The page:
A former executive with Zara parent Inditex is among three senior executives appointed by department store group Myer, as the company begins planning for the eventual departure of chief executive Bernie Brookes.
Andrew Flanagan, formerly managing director and Asia-Pacific vice-president for Spanish fashion giant Inditex, has been appointed group general manager for strategy and business development, reporting to chief financial officer Mark Ashby.
In addition to Inditex, Mr Flanagan has served as chief operations officer of British retailer Tesco’s Chinese division, and held merchandising and procurement roles with international retailers Homeworld and Wal-Mart.
Mr Brookes said the hire did not indicate Myer was planning to expand offshore.
“Andrew set up Zara in Australia and was looking after 800 stores throughout Asia, and before that he was with Walmart and Tesco, so he has this worldly experience that will help us look at things in a different perspective,’ he said.Today the Herald Sun reports
Myer has been forced to sack a new recruit just days into his appointment after his glowing references were thrown into doubt.
The department store group last week trumpeted its appointment of high-flyer Andrew Flanagan as group general manager of strategy and business development.
Mr Flanagan had a seemingly stellar business background, having reportedly worked as former managing director and vice president Asia Pacific of Inditex Group, which owns fashion giant Zara.
But Inditex Group’s Zara Australia today confirmed that Mr Flanagan “was not part and has never been employed by the company”.
“He has not held the position of managing director and vice president for Asia Pacific,” a Zara Australia spokesperson said.
Inditex is believed to have made Myer aware of the discrepancy. ....
“Myer announced today that Andrew Flanagan’s contract has been terminated,” the company said. “There are a number of investigations taking place.”
BusinessDaily understands that Mr Flanagan was presented to Myer as a potential candidate by a recruitment agency, complete with several detailed and glowing references from senior executives at the companies he claimed to have worked for.
Myer understood the references had been checked by the recruitment agency before Mr Flanagan was put forward for the position.Somewhat less embarrassing than the exposure of Stephen Wilce in New Zealand but perplexing nonetheless.
On 3 July the SMH reported
The silver-tongued American businessman who conned his way into a six-figure job at Myer served time in a Texas jail after being convicted of serious offences.
Texas Department of Public Safety records show Andrew Flanagan, then known as Jeffery Wayne Flanagan, was sentenced to four years' jail in 1992 after pleading guilty in a Dallas court to the charges of burglary, reckless driving, resisting arrest and assault. ....
It is unclear how much time Mr Flanagan served in jail for the convictions. Documents show he was later paroled by the Dallas County Sheriff's Department. He received the jail term after being on probation for an earlier conviction for the illegal use of credit cards.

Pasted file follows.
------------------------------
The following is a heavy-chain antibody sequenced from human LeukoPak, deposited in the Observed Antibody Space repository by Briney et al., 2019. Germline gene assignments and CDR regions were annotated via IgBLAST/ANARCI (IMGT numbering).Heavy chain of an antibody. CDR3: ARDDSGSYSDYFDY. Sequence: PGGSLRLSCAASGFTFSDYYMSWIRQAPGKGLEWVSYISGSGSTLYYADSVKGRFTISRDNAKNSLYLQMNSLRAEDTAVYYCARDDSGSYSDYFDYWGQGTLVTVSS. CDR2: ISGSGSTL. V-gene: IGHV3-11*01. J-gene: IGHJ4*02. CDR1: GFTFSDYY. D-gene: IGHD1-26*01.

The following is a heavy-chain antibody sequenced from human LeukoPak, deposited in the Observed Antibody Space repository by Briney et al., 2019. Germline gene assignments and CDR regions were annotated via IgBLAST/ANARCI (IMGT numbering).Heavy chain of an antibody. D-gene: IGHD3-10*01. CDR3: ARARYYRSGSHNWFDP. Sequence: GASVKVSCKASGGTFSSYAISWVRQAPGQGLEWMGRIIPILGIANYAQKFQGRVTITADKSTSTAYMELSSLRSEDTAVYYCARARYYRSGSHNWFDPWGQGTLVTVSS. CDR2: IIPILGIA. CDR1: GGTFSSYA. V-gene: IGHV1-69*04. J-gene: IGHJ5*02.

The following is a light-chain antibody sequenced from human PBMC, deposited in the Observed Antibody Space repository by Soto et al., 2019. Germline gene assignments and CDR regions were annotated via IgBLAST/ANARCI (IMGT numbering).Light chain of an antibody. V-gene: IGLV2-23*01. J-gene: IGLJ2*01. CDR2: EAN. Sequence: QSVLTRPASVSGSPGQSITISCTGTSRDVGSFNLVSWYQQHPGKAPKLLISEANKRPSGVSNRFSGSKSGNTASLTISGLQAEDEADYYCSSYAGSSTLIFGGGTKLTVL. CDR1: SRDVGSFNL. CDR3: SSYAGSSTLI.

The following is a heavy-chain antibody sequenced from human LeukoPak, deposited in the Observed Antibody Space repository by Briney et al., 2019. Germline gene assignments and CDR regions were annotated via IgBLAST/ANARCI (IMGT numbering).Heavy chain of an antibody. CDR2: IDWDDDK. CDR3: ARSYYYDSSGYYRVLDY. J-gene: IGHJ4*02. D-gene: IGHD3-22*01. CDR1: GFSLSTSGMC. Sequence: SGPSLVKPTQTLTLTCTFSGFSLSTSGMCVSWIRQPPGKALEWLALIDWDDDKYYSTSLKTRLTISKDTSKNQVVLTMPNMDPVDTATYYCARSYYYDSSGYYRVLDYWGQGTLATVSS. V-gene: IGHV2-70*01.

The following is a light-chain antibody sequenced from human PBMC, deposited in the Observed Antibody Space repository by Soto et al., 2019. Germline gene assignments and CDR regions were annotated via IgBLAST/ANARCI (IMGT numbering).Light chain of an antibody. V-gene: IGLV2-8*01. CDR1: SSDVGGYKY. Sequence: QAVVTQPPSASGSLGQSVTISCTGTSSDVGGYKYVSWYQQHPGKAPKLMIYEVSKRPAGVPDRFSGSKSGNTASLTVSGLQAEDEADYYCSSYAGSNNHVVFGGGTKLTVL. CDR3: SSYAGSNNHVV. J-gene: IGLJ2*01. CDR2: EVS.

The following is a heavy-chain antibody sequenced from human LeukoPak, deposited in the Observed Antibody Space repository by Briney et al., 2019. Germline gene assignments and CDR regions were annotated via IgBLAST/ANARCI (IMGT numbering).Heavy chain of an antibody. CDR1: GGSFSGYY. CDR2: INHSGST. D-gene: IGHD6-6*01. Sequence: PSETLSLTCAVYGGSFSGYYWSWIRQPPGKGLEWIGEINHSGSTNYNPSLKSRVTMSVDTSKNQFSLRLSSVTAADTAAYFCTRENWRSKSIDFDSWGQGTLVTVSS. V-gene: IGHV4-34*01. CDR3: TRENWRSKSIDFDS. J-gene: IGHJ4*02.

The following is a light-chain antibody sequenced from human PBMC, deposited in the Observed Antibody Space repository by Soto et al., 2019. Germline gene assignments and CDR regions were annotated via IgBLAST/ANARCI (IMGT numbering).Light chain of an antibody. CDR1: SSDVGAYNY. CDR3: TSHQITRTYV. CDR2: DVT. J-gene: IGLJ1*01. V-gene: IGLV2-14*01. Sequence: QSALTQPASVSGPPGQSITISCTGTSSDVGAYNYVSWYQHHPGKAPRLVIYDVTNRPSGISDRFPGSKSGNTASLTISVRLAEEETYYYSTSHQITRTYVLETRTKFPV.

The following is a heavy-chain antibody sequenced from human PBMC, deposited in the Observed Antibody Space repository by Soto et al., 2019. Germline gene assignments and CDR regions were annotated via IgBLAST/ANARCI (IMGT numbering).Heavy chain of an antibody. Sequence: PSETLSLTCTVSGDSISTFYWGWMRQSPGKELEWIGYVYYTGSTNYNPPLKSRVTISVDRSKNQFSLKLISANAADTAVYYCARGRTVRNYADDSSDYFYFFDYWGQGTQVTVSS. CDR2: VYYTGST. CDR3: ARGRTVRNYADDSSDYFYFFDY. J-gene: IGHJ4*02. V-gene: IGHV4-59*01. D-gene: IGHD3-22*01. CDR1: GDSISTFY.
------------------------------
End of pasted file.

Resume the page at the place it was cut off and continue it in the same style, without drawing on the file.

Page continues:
While Fairfax Media has been unable to speak to Mr Flanagan, the criminal record appears to corroborate other official documents filed in Australia. The rap sheet lists the same birth date and alias used on bankruptcy documents filed by Mr Flanagan in 2009. It records his place of birth as Arkansas, which matches company documents filed with ASIC.
The assault offence is listed as "retaliation", which the Texas penal code describes as the threat or harm against a public servant, witness, prospective witness, informant or someone reporting a crime.On 11 July the SMH reported that Myer has
confirmed it will make a complaint to Victoria Police as early as Friday over the allegedly fraudulent behaviour of short-lived recruit Andrew Flanagan.
Mr Flanagan, who also goes by the name Jeffery, has a history of duping organisations into giving him senior roles, including Specialty Fashion, Bendigo Health, and the Australian Arab Chamber of Commerce.
Myer appointed him as general manager, strategy and business development, last month before being forced to publicly fire him over faking his references.
A Myer spokeswoman confirmed the company would refer the matter to police, alleging Mr Flanagan ''engaged in deceptive actions in order to make a financial gain''.
It's unclear whether there was sufficient gain for Mr Flanagan to be charged. Myer sacked him on his first day on the job before he was able to receive any of his pay.On 28 July The Age reported
Mr Flanagan appeared on Monday morning in the Melbourne Magistrates Court for a filing hearing on a charge of obtaining a financial advantage by deception at Docklands on June 6.
The charge specifies that Mr Flanagan's alleged deception involved "using a resume and providing verbal employment history and references falsely stating he had held a number of senior executive business positions". ...
Prosecutor Julian Ayres ... asked that an order be made for the lodgement within seven days of exhibits with the police e-crime unit, which included Mr Flanagan's personal computer, three portable hard drives and 27 USB flash drives.